It is well documented that weight bearing exercise helps to strengthen the heart, improves muscle mass, increases bone density and boosts energy levels while reducing stress. The latest finding from a University of Michigan study reveals that short bursts of weight bearing activity, often found in high intensity training, may also reduce the risk of diabetes due to its impact on the white muscles in the body.
Red and White Muscles
Lifting weights is most often associated with strengthening muscles and keeping the bones healthy which benefit red muscle. Red muscle gets its color from the energy factories of cells, the mitochondria. Red muscle allows endurance athletes to have the strength to power through tough workouts. White muscles are common in sprinters and weight lifters using resistance training, who require a short burst of energy. Most people have a mixture of both red and white muscles in their body.
Muscles and Aging
As we age, white muscle becomes more prevalent, and the cells begin to rely on glucose for energy. Researchers have long thought that this increased demand for energy from glucose may increase the risk of diabetes as dependence on glucose can encourage encourage insulin resistance. As the demand for glucose increases, insulin can leave the cells unable to respond to the sugar-metabolizing hormone. This creates an environment conducive to the development of diabetes.
However, this latest research reports that white muscles may actually help to keep blood sugar levels in check, thus protecting the body from diabetes. So, it is possible that this increase of white muscles that occurs naturally with age is really not a risk factor in the development of diabetes, as once thought, and that people who have a higher percentage of white muscles may actually be less at risk.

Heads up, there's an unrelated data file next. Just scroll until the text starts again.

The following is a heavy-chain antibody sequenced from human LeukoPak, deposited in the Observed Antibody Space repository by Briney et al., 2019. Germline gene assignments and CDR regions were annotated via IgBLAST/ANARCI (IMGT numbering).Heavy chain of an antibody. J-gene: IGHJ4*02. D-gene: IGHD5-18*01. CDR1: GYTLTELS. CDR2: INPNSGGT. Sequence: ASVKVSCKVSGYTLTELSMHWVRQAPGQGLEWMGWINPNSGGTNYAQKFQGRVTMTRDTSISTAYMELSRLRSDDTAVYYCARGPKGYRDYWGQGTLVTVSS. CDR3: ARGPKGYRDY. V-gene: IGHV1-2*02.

Gaining White Muscles through High Intensity Training
If having more white muscles is actually a way to protect the body from diabetes, how do we get more white muscles? One excellent way to develop white muscles is through high intensity training. High intensity training is a form of progressive resistance training that requires maximum energy output during a short time period.
To increase white muscles and gain strength, high intensity training puts more demand on a set of muscles than they may be used to. This is known as the overload principle. The higher the overload, the more effective the exercise. Repetitions are normally performed in an all-out method until there is no way to perform another rep with good form. While there are many methods of high intensity training, the general principle is the same: work as hard as possible for a short period of time rather than moderately over a long period of time.
-The Alternative Daily